FDA Calls for New Boxed Warning on All CAR-T Products

Derick Alison
Derick Alison
4 Min Read

The FDA has called for new boxed warnings on the labeling of all approved chimeric antigen receptor (CAR) T-cell therapies over a potential risk for secondary T-cell malignancies.

Six B-cell maturation antigen (BCMA)- or CD-19-directed CAR T-cell agents are approved for hematologic cancers. If the agency gets its way, the boxed warning would indicate that “T-cell malignancies have occurred following treatment with BCMA- and CD-19-directed genetically modified autologous T-cell immunotherapies,” including with:

  • Idecabtagene vicleucel (Abecma): a BCMA-directed therapy indicated for multiple myeloma
  • Lisocabtagene maraleucel (Breyanzi): a CD19-directed product for large B-cell lymphoma (LBCL, including diffuse large B-cell lymphoma [DLBCL], high-grade B-cell lymphoma, and primary mediastinal LBCL), and follicular lymphoma
  • Ciltacabtagene autoleucel (Carvykti): a BCMA-directed agent for multiple myeloma
  • Tisagenlecleucel (Kymriah): a CD-19-directed therapy for B-cell precursor acute lymphoblastic leukemia (ALL), LBCL (including DLBCL and high grade B-cell lymphoma), and follicular lymphoma
  • Brexucabtagene autoleucel (Tecartus): a CD19-directed product for mantle cell lymphoma and B-cell precursor ALL
  • Axicabtagene ciloleucel (Yescarta): a CD19-directed agent for LBCL (including DLBCL, primary mediastinal LBCL, and high grade B-cell lymphoma) and follicular lymphoma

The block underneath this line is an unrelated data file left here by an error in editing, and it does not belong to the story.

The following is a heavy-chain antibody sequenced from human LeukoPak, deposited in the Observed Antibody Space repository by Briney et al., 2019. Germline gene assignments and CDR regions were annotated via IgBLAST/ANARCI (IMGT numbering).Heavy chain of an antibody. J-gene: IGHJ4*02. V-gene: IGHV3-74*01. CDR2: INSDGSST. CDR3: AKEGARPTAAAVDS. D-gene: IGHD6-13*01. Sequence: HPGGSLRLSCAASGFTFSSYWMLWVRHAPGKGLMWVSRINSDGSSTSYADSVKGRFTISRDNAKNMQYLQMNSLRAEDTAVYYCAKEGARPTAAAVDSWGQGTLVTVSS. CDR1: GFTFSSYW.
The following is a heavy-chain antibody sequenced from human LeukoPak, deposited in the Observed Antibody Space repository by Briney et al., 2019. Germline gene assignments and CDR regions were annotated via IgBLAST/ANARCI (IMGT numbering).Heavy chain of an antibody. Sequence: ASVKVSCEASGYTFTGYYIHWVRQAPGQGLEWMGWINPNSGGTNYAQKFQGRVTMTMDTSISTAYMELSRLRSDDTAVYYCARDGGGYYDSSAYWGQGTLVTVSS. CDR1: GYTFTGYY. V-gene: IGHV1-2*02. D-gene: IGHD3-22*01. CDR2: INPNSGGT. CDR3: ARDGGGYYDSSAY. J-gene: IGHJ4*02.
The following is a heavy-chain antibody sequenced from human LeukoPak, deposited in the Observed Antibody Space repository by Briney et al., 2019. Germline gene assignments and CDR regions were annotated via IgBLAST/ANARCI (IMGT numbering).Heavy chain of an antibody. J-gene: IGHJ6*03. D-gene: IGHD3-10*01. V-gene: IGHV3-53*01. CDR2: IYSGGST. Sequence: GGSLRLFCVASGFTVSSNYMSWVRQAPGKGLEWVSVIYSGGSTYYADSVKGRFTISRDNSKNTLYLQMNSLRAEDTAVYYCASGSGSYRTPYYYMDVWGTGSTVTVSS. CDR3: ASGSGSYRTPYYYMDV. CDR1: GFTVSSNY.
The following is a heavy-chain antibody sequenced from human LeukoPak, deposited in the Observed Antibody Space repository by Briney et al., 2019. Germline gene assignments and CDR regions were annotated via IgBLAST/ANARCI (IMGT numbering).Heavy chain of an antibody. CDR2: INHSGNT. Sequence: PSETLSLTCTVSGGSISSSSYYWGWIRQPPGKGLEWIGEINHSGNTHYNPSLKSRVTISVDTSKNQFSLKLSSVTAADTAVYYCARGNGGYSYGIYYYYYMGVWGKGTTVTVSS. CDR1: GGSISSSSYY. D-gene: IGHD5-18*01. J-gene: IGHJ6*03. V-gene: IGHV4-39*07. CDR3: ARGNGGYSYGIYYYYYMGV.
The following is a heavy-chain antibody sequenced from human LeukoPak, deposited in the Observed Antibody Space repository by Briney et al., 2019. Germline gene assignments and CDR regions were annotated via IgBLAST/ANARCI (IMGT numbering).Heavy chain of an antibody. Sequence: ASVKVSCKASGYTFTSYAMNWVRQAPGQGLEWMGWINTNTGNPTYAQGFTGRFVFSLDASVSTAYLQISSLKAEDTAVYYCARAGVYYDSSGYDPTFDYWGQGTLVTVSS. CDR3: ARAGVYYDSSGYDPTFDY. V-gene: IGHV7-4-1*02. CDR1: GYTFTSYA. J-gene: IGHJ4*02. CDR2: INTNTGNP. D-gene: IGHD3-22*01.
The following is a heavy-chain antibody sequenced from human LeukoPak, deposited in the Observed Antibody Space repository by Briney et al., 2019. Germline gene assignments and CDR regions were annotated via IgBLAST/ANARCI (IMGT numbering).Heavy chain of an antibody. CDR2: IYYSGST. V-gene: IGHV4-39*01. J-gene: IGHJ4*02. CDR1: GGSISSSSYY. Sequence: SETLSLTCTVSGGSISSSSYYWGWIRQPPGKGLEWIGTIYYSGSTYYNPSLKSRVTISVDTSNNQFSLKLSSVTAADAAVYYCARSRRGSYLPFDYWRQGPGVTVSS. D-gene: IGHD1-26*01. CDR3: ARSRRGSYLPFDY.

In the full prescribing information, a new warning would note that “mature T-cell malignancies, including CAR-positive tumors, may present as soon as weeks following infusion, and may include fatal outcomes.”

Since the initial approvals of these agents, the first in 2017, the FDA has “become aware of the risk of T-cell malignancies, with serious outcomes, including hospitalization and death, following treatment with BCMA- and CD19-directed genetically modified autologous T-cell immunotherapies,” the agency said in its letters to drugmakers Kite Pharma, Novartis, Janssen, Juno, and Bristol Myers Squibb.

The new action follows an announcement by the FDA last November stating that it was investigating what it called a “serious risk” of T-cell malignancies in patients treated with CAR T-cell therapies.

At the time, the FDA said it had received 19 reports of T-cell malignancies, including CAR-positive lymphomas, from clinical trials and postmarketing adverse event data sources.

“Although the overall benefits of these products continue to outweigh their potential risks for their approved uses, the FDA continues to investigate the identified risk of T-cell malignancy with serious outcomes, including hospitalization and death,” the FDA said in a press release on Tuesday.

Patients and clinical trial participants receiving treatment with these products should be monitored life-long for new malignancies,” the agency continued. “In the event that a new malignancy occurs following treatment with these products, clinicians are encouraged to contact the manufacturer to report the event and obtain instructions on collection of patient samples for testing for the presence of the chimeric antigen receptor transgene.”

The companies now have 30 days to submit proposed changes to their products’ safety labels, or submit a statement saying they don’t believe changes are warranted, and why.

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    Mike Bassett is a staff writer focusing on oncology and hematology. He is based in Massachusetts.

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